US8471498B2 - Illumination device with electrical variable scattering element - Google Patents

Illumination device with electrical variable scattering element Download PDF

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US8471498B2
US8471498B2 US13/120,174 US200913120174A US8471498B2 US 8471498 B2 US8471498 B2 US 8471498B2 US 200913120174 A US200913120174 A US 200913120174A US 8471498 B2 US8471498 B2 US 8471498B2
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current
load
fault
time interval
voltage
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Aly Aboulnaga
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Koninklijke Philips NV
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Koninklijke Philips NV
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    • HELECTRICITY
    • H05ELECTRIC TECHNIQUES NOT OTHERWISE PROVIDED FOR
    • H05BELECTRIC HEATING; ELECTRIC LIGHTING NOT OTHERWISE PROVIDED FOR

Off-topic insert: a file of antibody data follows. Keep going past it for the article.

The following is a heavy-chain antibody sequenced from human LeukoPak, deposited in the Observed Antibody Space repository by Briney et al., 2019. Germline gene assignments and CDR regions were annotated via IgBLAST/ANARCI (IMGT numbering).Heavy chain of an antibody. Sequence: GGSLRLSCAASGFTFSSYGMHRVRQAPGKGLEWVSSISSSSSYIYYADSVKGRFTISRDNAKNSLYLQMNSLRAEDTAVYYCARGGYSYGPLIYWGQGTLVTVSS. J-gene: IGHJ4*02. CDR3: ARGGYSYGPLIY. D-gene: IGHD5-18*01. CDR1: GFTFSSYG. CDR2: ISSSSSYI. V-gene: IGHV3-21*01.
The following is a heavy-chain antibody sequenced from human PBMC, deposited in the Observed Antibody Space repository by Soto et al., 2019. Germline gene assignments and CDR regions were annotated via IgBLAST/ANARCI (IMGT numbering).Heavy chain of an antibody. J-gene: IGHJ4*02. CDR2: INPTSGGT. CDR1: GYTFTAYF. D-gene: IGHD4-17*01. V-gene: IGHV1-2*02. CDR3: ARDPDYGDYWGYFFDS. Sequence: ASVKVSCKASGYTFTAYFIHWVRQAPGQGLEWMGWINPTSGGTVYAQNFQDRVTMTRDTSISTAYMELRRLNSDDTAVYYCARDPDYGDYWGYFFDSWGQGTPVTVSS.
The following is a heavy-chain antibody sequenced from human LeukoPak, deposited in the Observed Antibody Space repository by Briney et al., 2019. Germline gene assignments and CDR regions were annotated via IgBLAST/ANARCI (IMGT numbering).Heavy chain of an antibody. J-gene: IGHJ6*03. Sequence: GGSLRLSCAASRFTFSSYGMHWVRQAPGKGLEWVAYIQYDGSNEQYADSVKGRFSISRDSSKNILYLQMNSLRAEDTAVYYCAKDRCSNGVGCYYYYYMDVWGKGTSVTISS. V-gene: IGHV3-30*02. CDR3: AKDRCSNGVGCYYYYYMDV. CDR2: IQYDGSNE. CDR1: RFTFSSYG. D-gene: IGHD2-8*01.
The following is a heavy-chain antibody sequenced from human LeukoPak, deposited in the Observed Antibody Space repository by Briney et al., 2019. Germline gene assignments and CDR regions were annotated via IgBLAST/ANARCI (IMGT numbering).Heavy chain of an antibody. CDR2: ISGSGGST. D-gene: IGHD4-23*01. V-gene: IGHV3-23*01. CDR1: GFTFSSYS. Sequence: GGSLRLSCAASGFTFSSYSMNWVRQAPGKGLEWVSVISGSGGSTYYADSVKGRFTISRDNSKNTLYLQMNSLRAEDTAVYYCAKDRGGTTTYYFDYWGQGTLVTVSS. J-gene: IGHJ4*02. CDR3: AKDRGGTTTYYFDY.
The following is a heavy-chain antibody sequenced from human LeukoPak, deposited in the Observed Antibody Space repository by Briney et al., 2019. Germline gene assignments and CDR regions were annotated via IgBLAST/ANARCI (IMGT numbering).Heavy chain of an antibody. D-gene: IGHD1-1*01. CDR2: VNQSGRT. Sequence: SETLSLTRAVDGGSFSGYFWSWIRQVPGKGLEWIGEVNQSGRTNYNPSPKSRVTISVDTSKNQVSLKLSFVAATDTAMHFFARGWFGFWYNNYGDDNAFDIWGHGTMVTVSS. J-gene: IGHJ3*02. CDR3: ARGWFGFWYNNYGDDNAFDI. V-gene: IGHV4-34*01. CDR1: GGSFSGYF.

• H05B33/00Electroluminescent light sources
    • H05B33/02Details
    • H05B33/08Circuit arrangements not adapted to a particular application
    • H05B33/0803Circuit arrangements not adapted to a particular application for light emitting diodes [LEDs] comprising only inorganic semiconductor materials
    • H05B33/0884Circuit arrangements not adapted to a particular application for light emitting diodes [LEDs] comprising only inorganic semiconductor materials with monitoring or protection
    • H05B33/0887Circuit arrangements not adapted to a particular application for light emitting diodes [LEDs] comprising only inorganic semiconductor materials with monitoring or protection of the conversion stage
    • HELECTRICITY
    • H02GENERATION; CONVERSION OR DISTRIBUTION OF ELECTRIC POWER
    • H02MAPPARATUS FOR CONVERSION BETWEEN AC AND AC, BETWEEN AC AND DC, OR BETWEEN DC AND DC, AND FOR USE WITH MAINS OR SIMILAR POWER SUPPLY SYSTEMS; CONVERSION OF DC OR AC INPUT POWER INTO SURGE OUTPUT POWER; CONTROL OR REGULATION THEREOF
    • H02M1/00Details of apparatus for conversion
    • H02M1/32Means for protecting converters other than automatic disconnection

Abstract